October 18, 2005


In Sign of Conservative Split, a Commentator Is Dismissed (RICHARD W. STEVENSON, 10/18/05, NY Times)

In the latest sign of the deepening split among conservatives over how far to go in challenging President Bush, Bruce Bartlett, a Republican commentator who has been increasingly critical of the White House, was dismissed on Monday as a senior fellow at the National Center for Policy Analysis, a conservative research group based in Dallas.

In a statement, the organization said the decision was made after Mr. Bartlett supplied its president, John C. Goodman, with the manuscript of his forthcoming book, "The Impostor: How George W. Bush Bankrupted America and Betrayed the Reagan Legacy."

Mr. Bartlett, who was a domestic policy aide at the White House in the Reagan administration and a deputy assistant Treasury secretary under the first President Bush, confirmed that he had been dismissed after 10 years with the center but declined to make any further comment. [...]

Mr. Bartlett was an early proponent of supply-side economics, and in the late 1970's was active in promoting the tax-cutting philosophy that later became the basis for President Ronald Reagan's economic agenda. In recent years he has written a syndicated newspaper column as well as articles for academic journals.

Like many economic conservatives, he has grown increasingly disenchanted with the current administration's fiscal policy, arguing that Mr. Bush has tolerated if not encouraged a federal spending spree, dashing conservative hopes for progress toward a smaller, leaner government.

So a guy who's resume highlight is the time when he "helped" Ronald Reagan give us deficits that were 5% of GDP has written a book critical of George W. Bush for giving us deficits equal to 3.5% of GDP? Mr. Bartlett's old boss used to dismiss folks like he's become as the "green-eyeshade crowd."

Posted by Orrin Judd at October 18, 2005 12:28 PM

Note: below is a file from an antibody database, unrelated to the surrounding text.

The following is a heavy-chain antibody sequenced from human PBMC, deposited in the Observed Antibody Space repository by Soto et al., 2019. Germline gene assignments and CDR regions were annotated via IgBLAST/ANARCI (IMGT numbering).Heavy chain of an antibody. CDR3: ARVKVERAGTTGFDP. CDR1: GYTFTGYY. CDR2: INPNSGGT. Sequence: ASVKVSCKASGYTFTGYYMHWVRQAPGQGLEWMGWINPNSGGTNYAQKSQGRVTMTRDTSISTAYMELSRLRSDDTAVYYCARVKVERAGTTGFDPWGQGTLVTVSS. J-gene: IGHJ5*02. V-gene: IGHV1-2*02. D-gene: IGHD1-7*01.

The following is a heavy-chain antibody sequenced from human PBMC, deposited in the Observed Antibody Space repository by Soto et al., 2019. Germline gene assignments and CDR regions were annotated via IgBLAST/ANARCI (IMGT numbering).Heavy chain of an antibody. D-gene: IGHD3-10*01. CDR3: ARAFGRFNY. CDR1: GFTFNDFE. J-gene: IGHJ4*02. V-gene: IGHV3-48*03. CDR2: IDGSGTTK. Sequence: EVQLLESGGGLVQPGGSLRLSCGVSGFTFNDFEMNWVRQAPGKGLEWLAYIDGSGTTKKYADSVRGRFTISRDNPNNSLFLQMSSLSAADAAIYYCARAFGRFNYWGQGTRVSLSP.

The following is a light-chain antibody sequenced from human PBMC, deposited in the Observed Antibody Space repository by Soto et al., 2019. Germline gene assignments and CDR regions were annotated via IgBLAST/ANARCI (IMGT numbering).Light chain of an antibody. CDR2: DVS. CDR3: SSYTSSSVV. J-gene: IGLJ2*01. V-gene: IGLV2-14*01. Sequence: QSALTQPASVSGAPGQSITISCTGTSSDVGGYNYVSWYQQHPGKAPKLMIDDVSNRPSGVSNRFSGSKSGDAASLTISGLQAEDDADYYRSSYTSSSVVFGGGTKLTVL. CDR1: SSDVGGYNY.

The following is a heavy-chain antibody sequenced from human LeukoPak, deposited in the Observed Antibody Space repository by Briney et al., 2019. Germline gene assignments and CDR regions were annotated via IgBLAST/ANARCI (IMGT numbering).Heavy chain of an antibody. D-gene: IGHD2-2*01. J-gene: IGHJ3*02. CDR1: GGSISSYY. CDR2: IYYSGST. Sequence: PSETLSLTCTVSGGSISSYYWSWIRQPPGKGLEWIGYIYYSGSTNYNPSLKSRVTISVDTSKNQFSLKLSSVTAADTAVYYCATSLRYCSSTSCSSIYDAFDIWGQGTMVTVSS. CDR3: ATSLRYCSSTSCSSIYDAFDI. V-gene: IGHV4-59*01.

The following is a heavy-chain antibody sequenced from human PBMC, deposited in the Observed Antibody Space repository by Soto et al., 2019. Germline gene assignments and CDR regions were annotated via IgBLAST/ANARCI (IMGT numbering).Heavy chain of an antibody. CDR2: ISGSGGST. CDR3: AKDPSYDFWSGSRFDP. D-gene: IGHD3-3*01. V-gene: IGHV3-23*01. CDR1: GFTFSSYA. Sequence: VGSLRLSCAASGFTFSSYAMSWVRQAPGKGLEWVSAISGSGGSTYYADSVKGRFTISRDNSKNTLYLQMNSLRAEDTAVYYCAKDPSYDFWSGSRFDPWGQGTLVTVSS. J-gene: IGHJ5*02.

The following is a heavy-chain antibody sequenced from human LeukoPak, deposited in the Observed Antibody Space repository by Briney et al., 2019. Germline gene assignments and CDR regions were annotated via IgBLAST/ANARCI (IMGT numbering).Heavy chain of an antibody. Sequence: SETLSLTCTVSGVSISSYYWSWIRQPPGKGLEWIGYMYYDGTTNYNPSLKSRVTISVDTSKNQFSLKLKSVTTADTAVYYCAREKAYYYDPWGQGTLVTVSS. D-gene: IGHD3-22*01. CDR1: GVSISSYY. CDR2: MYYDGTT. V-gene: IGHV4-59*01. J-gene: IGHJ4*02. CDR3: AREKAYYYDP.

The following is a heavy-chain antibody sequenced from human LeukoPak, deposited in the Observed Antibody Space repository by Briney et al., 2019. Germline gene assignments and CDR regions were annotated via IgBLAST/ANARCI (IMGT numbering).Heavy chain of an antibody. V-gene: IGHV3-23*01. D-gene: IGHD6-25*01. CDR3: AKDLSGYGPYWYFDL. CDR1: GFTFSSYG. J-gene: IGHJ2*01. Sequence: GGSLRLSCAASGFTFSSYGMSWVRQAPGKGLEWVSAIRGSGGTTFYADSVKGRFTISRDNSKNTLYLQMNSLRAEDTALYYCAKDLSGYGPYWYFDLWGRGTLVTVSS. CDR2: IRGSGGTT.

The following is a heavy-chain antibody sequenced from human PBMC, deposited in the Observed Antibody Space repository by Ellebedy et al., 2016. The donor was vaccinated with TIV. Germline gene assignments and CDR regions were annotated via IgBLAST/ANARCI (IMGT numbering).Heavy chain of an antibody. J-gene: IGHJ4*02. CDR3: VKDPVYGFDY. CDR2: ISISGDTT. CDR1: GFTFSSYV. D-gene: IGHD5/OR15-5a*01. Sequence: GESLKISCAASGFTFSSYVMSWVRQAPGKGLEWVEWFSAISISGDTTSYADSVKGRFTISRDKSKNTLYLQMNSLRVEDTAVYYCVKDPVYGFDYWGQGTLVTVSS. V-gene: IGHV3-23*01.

It really is astonishing.

Posted by: Jim in Chicago at October 18, 2005 12:41 PM

Especially when for 2005 the deficit was only 2.6% of GDP.

Posted by: mc at October 18, 2005 1:13 PM

I think Bartlett is upset because Bush has been making "unnecessary" compromises on spending. A new round of tax cuts would be possible now, if Bush had exercised his veto power more in the 1st term. Personally I think the idea that Kerry was able come within 2% of Bush in 2004 is of course due to the Iraqi War (our occupation has caught the Admin. by surprise and the public knows it), but also the contrast of our large budget deficits with what occurred under Clinton.

Bartlett probably thinks Social Security reform has been sunk by those same deficits. Vetos by Bush would have strengthened fiscal conservatives in Congress, but now they are merely silent.

By the way I think Bush should have beaten Kerry considerably worse than he did despite problems in Iraq.

Posted by: h-man at October 18, 2005 5:07 PM


Mr. Bartlett and Ronald Reagan had raised taxes twice by this point.

Posted by: oj at October 18, 2005 5:15 PM

I was going to address that, but had to go back to work. And yes you are correct. The views stated above are of course mine and not Bartlett. I would probably criticize Reagan on that basis also. Those deficits of Reagan eventually gave HW Bush great difficulty.

Posted by: h-man at October 18, 2005 6:29 PM

Thinking (wrongly) that deficits were a problem and justified breaking his no new taxes pledge did in GHWB.

Posted by: David Cohen at October 18, 2005 8:28 PM

Mr. Bartlett...a deputy assistant Treasury secretary under the first President Bush

Maybe what Mr. Bartlett wants is a big tax increase like the three he godfathered previously?

Posted by: oj at October 18, 2005 8:38 PM

You are correct again, but like I said I'm actually expressing my views, Bartlett can talk for himself. (I hope nothing I said indicated I supported higher taxes)

Deficits do have negative impact, but lets assume they don't. Then why are we paying any taxes?

On a practical political level, I believe the larger deficits under Bush compared with Clinton administration is one of the reasons social security reform appears to be DOA. Continued surpluses will be needed to fund present benefits of retirees while younger workers have their funds redirected to private accounts.

Posted by: h-man at October 19, 2005 5:07 AM

That's just cant. Where's the evidence that deficits have a negative impact? Indeed, they appear to have a favorable one.

Posted by: oj at October 19, 2005 8:29 AM

H: To the extent that my comment suggests that no deficit is a problem, that was too broad. I intended to say that the deficits that GHWB faced were no problem. Deficits at the Reagan/Bush/Clinton/Bush levels (and Clinton's surpluse was social security accounting magic -- the national debt increased every year he was president) are not a problem. There is likely some small effect tending towards higher interest rates, but the effect is so small that it is always swamped by whatever else is going on in the economy.

Posted by: David Cohen at October 19, 2005 11:43 AM